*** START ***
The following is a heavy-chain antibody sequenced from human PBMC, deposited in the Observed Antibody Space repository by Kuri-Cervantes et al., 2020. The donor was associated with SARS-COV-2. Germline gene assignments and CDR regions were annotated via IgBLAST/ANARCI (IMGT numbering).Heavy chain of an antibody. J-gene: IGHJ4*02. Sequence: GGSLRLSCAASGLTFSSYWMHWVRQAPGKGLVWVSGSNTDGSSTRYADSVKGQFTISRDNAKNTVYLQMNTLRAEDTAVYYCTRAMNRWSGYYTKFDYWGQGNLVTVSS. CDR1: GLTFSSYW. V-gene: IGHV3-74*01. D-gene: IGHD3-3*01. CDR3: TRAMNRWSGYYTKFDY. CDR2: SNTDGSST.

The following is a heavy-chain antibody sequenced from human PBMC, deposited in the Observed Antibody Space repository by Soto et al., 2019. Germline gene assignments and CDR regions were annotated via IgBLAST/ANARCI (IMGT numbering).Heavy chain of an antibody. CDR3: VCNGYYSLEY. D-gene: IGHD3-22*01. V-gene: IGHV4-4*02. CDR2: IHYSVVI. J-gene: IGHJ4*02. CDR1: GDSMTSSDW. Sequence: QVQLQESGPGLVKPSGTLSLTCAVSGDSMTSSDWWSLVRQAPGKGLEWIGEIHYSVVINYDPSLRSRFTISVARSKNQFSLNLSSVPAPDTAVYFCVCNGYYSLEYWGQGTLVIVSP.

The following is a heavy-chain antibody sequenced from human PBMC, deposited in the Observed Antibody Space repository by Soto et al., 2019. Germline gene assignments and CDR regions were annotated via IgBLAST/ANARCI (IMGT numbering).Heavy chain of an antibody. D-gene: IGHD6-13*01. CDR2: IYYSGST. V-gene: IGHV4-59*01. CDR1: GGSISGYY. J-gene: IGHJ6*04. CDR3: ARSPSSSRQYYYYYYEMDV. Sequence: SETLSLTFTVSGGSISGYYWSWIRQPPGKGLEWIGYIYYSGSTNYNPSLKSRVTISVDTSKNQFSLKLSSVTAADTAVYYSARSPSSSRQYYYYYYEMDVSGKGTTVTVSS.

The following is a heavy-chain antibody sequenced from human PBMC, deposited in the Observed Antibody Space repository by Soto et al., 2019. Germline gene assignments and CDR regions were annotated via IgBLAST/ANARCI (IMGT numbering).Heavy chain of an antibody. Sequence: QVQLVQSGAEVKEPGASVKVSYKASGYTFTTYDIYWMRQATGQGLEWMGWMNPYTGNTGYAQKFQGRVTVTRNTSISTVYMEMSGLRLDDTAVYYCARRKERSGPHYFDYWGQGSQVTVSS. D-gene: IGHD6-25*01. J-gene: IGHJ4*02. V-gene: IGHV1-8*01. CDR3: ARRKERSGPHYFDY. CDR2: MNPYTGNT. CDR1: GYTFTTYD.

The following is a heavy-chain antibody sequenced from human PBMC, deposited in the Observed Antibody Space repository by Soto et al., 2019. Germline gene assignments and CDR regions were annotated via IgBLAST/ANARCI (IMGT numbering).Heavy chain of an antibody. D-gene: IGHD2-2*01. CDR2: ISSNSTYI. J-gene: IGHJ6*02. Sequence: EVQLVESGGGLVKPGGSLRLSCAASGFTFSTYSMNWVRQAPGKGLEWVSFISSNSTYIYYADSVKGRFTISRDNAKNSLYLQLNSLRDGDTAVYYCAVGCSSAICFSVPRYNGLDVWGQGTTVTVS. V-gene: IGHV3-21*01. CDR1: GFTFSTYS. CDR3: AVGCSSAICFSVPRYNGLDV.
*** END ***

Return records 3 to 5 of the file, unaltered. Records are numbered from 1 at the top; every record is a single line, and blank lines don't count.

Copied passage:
The following is a heavy-chain antibody sequenced from human PBMC, deposited in the Observed Antibody Space repository by Soto et al., 2019. Germline gene assignments and CDR regions were annotated via IgBLAST/ANARCI (IMGT numbering).Heavy chain of an antibody. D-gene: IGHD6-13*01. CDR2: IYYSGST. V-gene: IGHV4-59*01. CDR1: GGSISGYY. J-gene: IGHJ6*04. CDR3: ARSPSSSRQYYYYYYEMDV. Sequence: SETLSLTFTVSGGSISGYYWSWIRQPPGKGLEWIGYIYYSGSTNYNPSLKSRVTISVDTSKNQFSLKLSSVTAADTAVYYSARSPSSSRQYYYYYYEMDVSGKGTTVTVSS.

The following is a heavy-chain antibody sequenced from human PBMC, deposited in the Observed Antibody Space repository by Soto et al., 2019. Germline gene assignments and CDR regions were annotated via IgBLAST/ANARCI (IMGT numbering).Heavy chain of an antibody. Sequence: QVQLVQSGAEVKEPGASVKVSYKASGYTFTTYDIYWMRQATGQGLEWMGWMNPYTGNTGYAQKFQGRVTVTRNTSISTVYMEMSGLRLDDTAVYYCARRKERSGPHYFDYWGQGSQVTVSS. D-gene: IGHD6-25*01. J-gene: IGHJ4*02. V-gene: IGHV1-8*01. CDR3: ARRKERSGPHYFDY. CDR2: MNPYTGNT. CDR1: GYTFTTYD.

The following is a heavy-chain antibody sequenced from human PBMC, deposited in the Observed Antibody Space repository by Soto et al., 2019. Germline gene assignments and CDR regions were annotated via IgBLAST/ANARCI (IMGT numbering).Heavy chain of an antibody. D-gene: IGHD2-2*01. CDR2: ISSNSTYI. J-gene: IGHJ6*02. Sequence: EVQLVESGGGLVKPGGSLRLSCAASGFTFSTYSMNWVRQAPGKGLEWVSFISSNSTYIYYADSVKGRFTISRDNAKNSLYLQLNSLRDGDTAVYYCAVGCSSAICFSVPRYNGLDVWGQGTTVTVS. V-gene: IGHV3-21*01. CDR1: GFTFSTYS. CDR3: AVGCSSAICFSVPRYNGLDV.